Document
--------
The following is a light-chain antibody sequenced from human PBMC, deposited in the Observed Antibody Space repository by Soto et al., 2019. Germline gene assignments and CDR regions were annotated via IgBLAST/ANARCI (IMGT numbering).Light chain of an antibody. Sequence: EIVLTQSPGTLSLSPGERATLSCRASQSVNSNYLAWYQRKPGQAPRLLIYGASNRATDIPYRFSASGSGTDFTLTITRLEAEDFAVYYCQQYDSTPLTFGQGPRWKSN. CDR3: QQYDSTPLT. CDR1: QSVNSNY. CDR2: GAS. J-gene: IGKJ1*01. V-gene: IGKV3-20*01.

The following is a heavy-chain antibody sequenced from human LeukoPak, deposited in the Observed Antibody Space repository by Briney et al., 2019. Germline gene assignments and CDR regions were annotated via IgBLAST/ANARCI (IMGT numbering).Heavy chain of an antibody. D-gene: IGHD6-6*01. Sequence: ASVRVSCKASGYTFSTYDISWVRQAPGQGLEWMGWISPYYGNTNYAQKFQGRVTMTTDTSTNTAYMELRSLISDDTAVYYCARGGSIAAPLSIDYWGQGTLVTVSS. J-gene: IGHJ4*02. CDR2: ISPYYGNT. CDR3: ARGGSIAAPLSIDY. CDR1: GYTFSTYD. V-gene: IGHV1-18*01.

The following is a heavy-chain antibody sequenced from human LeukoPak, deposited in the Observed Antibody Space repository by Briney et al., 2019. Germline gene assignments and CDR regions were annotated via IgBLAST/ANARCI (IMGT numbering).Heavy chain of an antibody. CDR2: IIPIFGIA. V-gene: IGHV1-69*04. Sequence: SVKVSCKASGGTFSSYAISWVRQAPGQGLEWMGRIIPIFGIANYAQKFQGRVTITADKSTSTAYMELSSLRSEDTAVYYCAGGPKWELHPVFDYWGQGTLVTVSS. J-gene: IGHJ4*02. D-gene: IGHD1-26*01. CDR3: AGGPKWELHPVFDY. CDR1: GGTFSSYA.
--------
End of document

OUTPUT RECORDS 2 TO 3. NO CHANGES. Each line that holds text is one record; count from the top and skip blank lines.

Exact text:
The following is a heavy-chain antibody sequenced from human LeukoPak, deposited in the Observed Antibody Space repository by Briney et al., 2019. Germline gene assignments and CDR regions were annotated via IgBLAST/ANARCI (IMGT numbering).Heavy chain of an antibody. D-gene: IGHD6-6*01. Sequence: ASVRVSCKASGYTFSTYDISWVRQAPGQGLEWMGWISPYYGNTNYAQKFQGRVTMTTDTSTNTAYMELRSLISDDTAVYYCARGGSIAAPLSIDYWGQGTLVTVSS. J-gene: IGHJ4*02. CDR2: ISPYYGNT. CDR3: ARGGSIAAPLSIDY. CDR1: GYTFSTYD. V-gene: IGHV1-18*01.

The following is a heavy-chain antibody sequenced from human LeukoPak, deposited in the Observed Antibody Space repository by Briney et al., 2019. Germline gene assignments and CDR regions were annotated via IgBLAST/ANARCI (IMGT numbering).Heavy chain of an antibody. CDR2: IIPIFGIA. V-gene: IGHV1-69*04. Sequence: SVKVSCKASGGTFSSYAISWVRQAPGQGLEWMGRIIPIFGIANYAQKFQGRVTITADKSTSTAYMELSSLRSEDTAVYYCAGGPKWELHPVFDYWGQGTLVTVSS. J-gene: IGHJ4*02. D-gene: IGHD1-26*01. CDR3: AGGPKWELHPVFDY. CDR1: GGTFSSYA.